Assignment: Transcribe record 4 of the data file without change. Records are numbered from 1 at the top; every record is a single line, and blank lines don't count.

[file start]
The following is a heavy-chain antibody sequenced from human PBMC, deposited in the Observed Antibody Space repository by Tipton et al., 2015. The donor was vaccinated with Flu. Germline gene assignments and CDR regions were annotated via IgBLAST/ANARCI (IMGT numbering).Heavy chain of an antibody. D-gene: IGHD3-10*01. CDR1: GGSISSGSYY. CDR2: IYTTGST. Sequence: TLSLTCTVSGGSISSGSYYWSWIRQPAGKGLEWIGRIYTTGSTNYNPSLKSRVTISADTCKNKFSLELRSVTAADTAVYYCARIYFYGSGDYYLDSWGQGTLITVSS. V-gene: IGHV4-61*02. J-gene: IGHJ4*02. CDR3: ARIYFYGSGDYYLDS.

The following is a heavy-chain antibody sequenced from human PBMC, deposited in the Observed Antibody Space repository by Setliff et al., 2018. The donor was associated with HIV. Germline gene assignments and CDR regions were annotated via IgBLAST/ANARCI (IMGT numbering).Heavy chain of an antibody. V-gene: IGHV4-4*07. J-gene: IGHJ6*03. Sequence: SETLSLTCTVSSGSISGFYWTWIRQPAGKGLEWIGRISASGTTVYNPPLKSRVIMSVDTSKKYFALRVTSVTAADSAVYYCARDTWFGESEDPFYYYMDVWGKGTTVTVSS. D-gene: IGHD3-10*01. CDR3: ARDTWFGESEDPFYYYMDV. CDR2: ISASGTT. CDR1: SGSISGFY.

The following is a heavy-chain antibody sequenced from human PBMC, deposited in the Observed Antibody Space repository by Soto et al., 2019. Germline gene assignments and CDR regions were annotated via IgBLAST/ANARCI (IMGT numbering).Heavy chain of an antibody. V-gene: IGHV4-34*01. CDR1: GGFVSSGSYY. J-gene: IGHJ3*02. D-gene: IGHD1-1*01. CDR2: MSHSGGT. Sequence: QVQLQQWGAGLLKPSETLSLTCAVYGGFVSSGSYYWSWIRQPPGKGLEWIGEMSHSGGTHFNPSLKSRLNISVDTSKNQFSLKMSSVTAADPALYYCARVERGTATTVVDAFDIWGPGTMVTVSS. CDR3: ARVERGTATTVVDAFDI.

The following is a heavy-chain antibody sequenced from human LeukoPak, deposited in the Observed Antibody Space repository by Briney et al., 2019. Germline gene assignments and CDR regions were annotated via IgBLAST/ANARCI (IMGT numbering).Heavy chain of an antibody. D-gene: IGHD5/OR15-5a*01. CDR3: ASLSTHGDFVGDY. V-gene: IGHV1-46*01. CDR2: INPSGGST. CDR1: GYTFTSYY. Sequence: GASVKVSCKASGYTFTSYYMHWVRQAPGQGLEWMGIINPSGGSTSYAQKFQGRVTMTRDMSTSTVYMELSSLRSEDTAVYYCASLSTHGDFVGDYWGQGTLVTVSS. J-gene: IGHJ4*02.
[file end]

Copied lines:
The following is a heavy-chain antibody sequenced from human LeukoPak, deposited in the Observed Antibody Space repository by Briney et al., 2019. Germline gene assignments and CDR regions were annotated via IgBLAST/ANARCI (IMGT numbering).Heavy chain of an antibody. D-gene: IGHD5/OR15-5a*01. CDR3: ASLSTHGDFVGDY. V-gene: IGHV1-46*01. CDR2: INPSGGST. CDR1: GYTFTSYY. Sequence: GASVKVSCKASGYTFTSYYMHWVRQAPGQGLEWMGIINPSGGSTSYAQKFQGRVTMTRDMSTSTVYMELSSLRSEDTAVYYCASLSTHGDFVGDYWGQGTLVTVSS. J-gene: IGHJ4*02.